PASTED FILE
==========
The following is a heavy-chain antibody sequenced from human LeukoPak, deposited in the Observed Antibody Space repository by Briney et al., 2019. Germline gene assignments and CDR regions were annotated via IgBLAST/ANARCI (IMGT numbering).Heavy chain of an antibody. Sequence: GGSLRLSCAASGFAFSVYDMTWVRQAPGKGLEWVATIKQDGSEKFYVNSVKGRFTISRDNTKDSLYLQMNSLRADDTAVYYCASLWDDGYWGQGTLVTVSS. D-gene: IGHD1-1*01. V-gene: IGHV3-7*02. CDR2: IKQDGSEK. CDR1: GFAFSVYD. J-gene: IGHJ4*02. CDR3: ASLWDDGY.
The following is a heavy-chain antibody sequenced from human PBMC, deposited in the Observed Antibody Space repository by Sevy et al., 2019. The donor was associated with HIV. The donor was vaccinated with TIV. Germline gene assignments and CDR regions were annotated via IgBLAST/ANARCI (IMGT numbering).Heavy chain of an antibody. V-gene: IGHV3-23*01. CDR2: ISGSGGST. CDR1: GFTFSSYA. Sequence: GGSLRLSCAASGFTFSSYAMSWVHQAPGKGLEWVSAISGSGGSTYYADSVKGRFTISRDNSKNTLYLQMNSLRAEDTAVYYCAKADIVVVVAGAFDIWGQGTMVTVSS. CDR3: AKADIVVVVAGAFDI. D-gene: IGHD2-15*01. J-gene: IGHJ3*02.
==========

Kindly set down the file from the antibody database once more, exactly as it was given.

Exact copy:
The following is a heavy-chain antibody sequenced from human LeukoPak, deposited in the Observed Antibody Space repository by Briney et al., 2019. Germline gene assignments and CDR regions were annotated via IgBLAST/ANARCI (IMGT numbering).Heavy chain of an antibody. Sequence: GGSLRLSCAASGFAFSVYDMTWVRQAPGKGLEWVATIKQDGSEKFYVNSVKGRFTISRDNTKDSLYLQMNSLRADDTAVYYCASLWDDGYWGQGTLVTVSS. D-gene: IGHD1-1*01. V-gene: IGHV3-7*02. CDR2: IKQDGSEK. CDR1: GFAFSVYD. J-gene: IGHJ4*02. CDR3: ASLWDDGY.
The following is a heavy-chain antibody sequenced from human PBMC, deposited in the Observed Antibody Space repository by Sevy et al., 2019. The donor was associated with HIV. The donor was vaccinated with TIV. Germline gene assignments and CDR regions were annotated via IgBLAST/ANARCI (IMGT numbering).Heavy chain of an antibody. V-gene: IGHV3-23*01. CDR2: ISGSGGST. CDR1: GFTFSSYA. Sequence: GGSLRLSCAASGFTFSSYAMSWVHQAPGKGLEWVSAISGSGGSTYYADSVKGRFTISRDNSKNTLYLQMNSLRAEDTAVYYCAKADIVVVVAGAFDIWGQGTMVTVSS. CDR3: AKADIVVVVAGAFDI. D-gene: IGHD2-15*01. J-gene: IGHJ3*02.